The lives of many people revolve almost completely around the stock exchange, and they never stop to realize that it easily may become a soul exchange where they exchange their very souls for the imagined blessings of the great god Mammon. “For the love of money is the root of all evil: which while some coveted after, they have erred from the faith, and pierced themselves through with many sorrows” (1 Timothy 6:10).

Similarly, many are greatly exercised about their monthly profit-and-loss statements. But the Lord Jesus asks whether there is really a profit, even if one acquires the wealth of the whole world at the cost of his soul, and the answer to such a rhetorical question has to be: “No!” For “the world passeth away, and the lust thereof: but he that doeth the will of God abideth for ever” (1 John 2:17).

Furthermore, the words “life” in verse 35 and “soul” in our text are actually the same word (psuche) in the Greek original. That is, to lose one’s soul is to lose one’s very life, for they are inseparable. A life centered around money is not only a soul lost but a life wasted as well. On the other hand, if we lose our lives in Christ, then we find true life, eternal life, beginning here and now, and continuing forever. This is a good exchange!

God may well bless a Christian with material wealth, but this should not be his motivation. “Charge them that are rich in this world,” Paul says, “that they do good, that they be rich in good works, ready to distribute, willing to communicate [i.e., share]; Laying up in store for themselves a good foundation against the time to come, that they may lay hold on eternal life” (1 Timothy 6:17-19). HMM

Faith and Fear

Matthew 8:23-27

IN the eighth chapter of Matthew, Jesus says to the alarmed disciples who have wakened Him in the storm at sea: “Why are ye fearful, O ye of little faith?” They had cried out in alarm, “Lord, save us! We perish!” according to Matthew; according to Mark: “Master, carest thou not that we perish?”

How true to human nature is that fearfulness of His disciples! After all the mighty works which they had seen Him do, here they could see only the immediate danger. Some have used the sleeping presence of Christ in the boat to indicate that Christ is in every believer and “needs only to be called into action by stirring up the gift of God within us.” But such an interpretation beclouds the matter. It was fear rather than faith that called upon Him here; a stronger faith would have let Him sleep. There is more faith in a quiet dependence upon the indwelling Christ than in an excitable anxiousness that would awaken Him in every storm, as though any real harm could come to us when He is within.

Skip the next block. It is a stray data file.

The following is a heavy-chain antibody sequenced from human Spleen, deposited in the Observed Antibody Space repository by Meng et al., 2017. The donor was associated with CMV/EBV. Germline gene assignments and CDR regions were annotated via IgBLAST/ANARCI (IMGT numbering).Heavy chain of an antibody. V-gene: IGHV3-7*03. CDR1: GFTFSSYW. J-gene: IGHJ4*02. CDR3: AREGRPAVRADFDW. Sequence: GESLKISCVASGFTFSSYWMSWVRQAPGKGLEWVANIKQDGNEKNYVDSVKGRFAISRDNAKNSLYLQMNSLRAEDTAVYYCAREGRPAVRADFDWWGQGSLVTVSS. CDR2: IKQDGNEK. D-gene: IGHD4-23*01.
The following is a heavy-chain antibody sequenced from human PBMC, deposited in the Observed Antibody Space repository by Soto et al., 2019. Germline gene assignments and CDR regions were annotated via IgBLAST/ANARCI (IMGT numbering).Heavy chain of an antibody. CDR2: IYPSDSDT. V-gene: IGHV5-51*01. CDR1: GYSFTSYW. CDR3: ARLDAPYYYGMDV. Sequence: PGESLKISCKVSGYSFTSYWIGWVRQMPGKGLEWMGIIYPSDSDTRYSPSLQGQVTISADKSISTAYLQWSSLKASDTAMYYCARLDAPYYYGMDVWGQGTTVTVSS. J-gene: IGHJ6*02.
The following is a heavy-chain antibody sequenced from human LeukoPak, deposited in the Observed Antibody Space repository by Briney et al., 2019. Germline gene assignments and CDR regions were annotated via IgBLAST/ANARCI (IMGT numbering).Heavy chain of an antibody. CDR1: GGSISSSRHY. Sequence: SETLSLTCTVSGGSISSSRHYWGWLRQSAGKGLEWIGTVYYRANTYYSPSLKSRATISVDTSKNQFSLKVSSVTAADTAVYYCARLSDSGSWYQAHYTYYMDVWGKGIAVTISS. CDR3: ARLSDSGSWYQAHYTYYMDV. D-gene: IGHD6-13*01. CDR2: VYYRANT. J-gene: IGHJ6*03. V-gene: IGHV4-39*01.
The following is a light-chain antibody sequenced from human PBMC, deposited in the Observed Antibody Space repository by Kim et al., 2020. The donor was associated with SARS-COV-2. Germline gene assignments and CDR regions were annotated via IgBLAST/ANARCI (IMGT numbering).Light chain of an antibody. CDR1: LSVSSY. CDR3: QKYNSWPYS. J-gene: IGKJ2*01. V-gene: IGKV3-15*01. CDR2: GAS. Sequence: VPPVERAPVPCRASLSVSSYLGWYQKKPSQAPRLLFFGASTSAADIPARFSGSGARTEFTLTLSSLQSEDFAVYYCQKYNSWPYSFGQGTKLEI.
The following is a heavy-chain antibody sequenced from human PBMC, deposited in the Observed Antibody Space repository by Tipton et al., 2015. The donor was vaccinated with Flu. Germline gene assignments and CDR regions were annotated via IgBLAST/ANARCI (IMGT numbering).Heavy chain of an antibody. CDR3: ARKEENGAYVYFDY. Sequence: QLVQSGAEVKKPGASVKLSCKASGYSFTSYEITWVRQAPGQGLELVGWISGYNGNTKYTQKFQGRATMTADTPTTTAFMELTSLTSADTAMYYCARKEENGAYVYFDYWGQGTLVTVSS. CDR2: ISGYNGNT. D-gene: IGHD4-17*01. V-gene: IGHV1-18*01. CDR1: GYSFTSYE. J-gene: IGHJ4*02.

Many believers need to learn that faith delivers from fear. Theoretically, we believe in the Christ within, but when the crisis comes we grow panicky and cry, “Master, we perish!” But faith and fear are contradictory. In proportion as we have one we do not have the other. “There is no fear in love; but perfect love casteth out fear: because fear hath torment. He that feareth is not made perfect in love” (1 John 4:18). Since love is the outward working of faith, it follows that faith, working by love, drives out fear.

How the Master would cry to us timid and alarmed disciples as He did to these: “Why are ye fearful, O ye of little faith?” “How is it that ye have no faith?” “Where is your faith?” No Christian need fear anything, “for God hath not given us the spirit of fear; but of power, and of love, and of a sound mind” (2 Tim. 1:7). We fear misfortune; we fear criticism; we fear others; we fear to undertake things, to speak for Christ; we fear for financial security; we fear sickness; we cross bridges before we reach them; we fear the future. But for every fear, “faith is the victory.”

We are not thinking of fear merely as a feeling, but as an attitude that paralyzes the will and restrains and cramps the life until one becomes a cowering slave. Neither is faith merely a feeling, but the attitude which steps forth in dependence upon God even though feelings and circumstances may point the other way. The conquest of fear is not wrought in a day. The Christian who sets out to live by faith will find many nervous qualms and inhibitions trying to choke his courage, but as he exercises faith the faith grows stronger and the fear weaker until it no longer becomes a serious problem. Here as everywhere else, the practice of His presence plays its part.